Okay so this one is incredibly difficult to pinpoint for some. I’ve struggled with depression and anxiety for years and I take medication for both. I’m usually pretty stable, level and balanced; my moods are generally positive. Of course I’ve had many blips and dips. Sadly that’s the reality of mental health issues. With regards to relationships, this was only something I really noticed about 4 months in. I’d been happy before that and had no doubts that it would work out with us. But I began to find myself having low moods and, at the time, I didn’t put two and two together. I thought it was just another random low. Plus my anxiety was really hyped up too; everything was just so vivid and heightened. It wasn’t until my mum suggested it was the relationship that I actually twigged and reflected. I’d feel better when I wasn’t due to see him. And then the moods would creep in again as our plans got closer. Pretty straightforward now I look back on it.

2) You’re not bothered about seeing them

Nothing subtle about this one, folks. It speaks absolute volumes if you’re just not bothered about spending time with them. I love my own space and doing my own thing, however, so I’ll happily see a boyfriend once, maybe twice a week. And people have busy lives with tons of other stuff going on aside from your relationship. That’s just life. But if you’re plan-free and still feeling apathetic towards the whole thing, it’s probably time to do some intense thinking.

3) You’re relieved when plans are cancelled

Pretty much goes along with the previous one. I’ve had this numerous times before. We’ve had plans and I’ve either been unwell or something has come up on their side so¬†we’ve had to reschedule.¬†If you feel anything other than disappointed and/or upset when this occurs, you’ve gotta ask yourself some serious questions.

4) You feel unwell a lot

Another tricky one here. As someone who’s had chronic health problems for over 7 years, a relapse and feeling even more unwell than normal isn’t a new phenomenon. You can be plodding along quite nicely then BAM you crash. Sometimes there’s a reason; you’ve had another illness on top, stress, weather, you’ve been overdoing it. For me though, one of the reasons was a previous boyfriend. Again, it wasn’t something I contributed to my relationship until my mum mentioned it. She’d noticed that my health would always take¬†a nose dive a day or so before I was due to see him. It wasn’t like this initially but eventually, it would happen EVERYTIME. I remember suffering with the worst migraines I’ve ever had; and I’ve been prone to headaches and migraines since I was a child. Honestly they were horrendous. I could barely move without the room spinning and the sickness hitting me like a hammer. Lights hurt. Noises hurt. I couldn’t keep any food down. Not nice at all. For me to feel so utterly rotten wasn’t totally new. But to this extent? I’d never experienced anything like that before. So I looked back and yet again, the same scenario arose; I would only get these migraines just before I was supposed to see him. It wouldn’t happen any other time, apart from the odd niggling headache, but those were part and parcel of my chronic illnesses. This was the biggest wakeup call for me. My health needed to come first and I couldn’t do that until I was single again. It all made sense and I wasn’t going to ignore it. My own boyfriend was making me ill.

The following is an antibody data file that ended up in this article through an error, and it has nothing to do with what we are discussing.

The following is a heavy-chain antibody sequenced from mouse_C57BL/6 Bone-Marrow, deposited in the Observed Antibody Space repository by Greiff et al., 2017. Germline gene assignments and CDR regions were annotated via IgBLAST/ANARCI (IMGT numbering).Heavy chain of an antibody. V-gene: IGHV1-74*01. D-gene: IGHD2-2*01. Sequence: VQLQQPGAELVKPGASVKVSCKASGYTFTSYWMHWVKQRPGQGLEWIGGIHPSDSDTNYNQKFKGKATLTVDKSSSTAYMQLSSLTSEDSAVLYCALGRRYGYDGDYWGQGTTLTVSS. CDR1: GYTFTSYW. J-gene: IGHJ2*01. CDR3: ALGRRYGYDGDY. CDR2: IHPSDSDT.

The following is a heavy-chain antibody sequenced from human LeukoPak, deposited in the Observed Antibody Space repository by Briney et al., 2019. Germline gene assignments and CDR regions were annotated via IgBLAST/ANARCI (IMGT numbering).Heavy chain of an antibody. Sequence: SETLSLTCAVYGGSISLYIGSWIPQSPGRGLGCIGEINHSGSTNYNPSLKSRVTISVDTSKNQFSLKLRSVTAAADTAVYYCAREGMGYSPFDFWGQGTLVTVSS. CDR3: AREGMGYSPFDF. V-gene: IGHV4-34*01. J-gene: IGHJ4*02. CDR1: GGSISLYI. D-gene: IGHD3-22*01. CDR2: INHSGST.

5) You’ve emotionally checked out

Another not so subtle sign. If you’re no longer invested in a relationship, that’s not a good signal. Of course you may have other stuff going on that’s taking priority in your mind. But if that’s not the case, this may be the cause. You could be feeling a mix of all of these: you don’t want to make it work, you’d happily end and not see them anymore, you’re not bothered about putting time and effort in, they’re no longer your first priority.

6) You feel single

Yep. I said it. I went to that place.¬†If you’re with someone but you mentally and emotionally feel single, it’s time for some major soul-searching. You may even be acting single as well. This is a feeling I know all too well. Essentially, I just didn’t see him as my boyfriend anymore. End of. Admittedly I felt like a first-class bitch about it. I began wondering if there was something wrong with me as a person; maybe I wasn’t meant to be happily taken. But you know what? Shit happens. I couldn’t control the way I was feeling. It just…was. That’s the rollercoaster of life I suppose.

7) They start to really annoy you

Couples get on each others nerves sometimes. You may argue and stress each other out. But in all healthy, workable relationships, you work it out; you WANT to work it out. You love them 100000000x more than you find them to be an annoyance. For me though, this wasn’t the case. We never argued. Neither of us were the type. So it didn’t relate to that. We didn’t really disagree on anything either. He basically did just start to irritate me; to the point where even thinking about him now is making me cringe and shake my head. You know when someone grates on you; whether it’s their personality, actions or even their face or presence? We’ve probably all had someone like that in our lives. Usually it’s someone you can simply avoid or have nothing to do with. But when its your own boyfriend, it’s certainly…interesting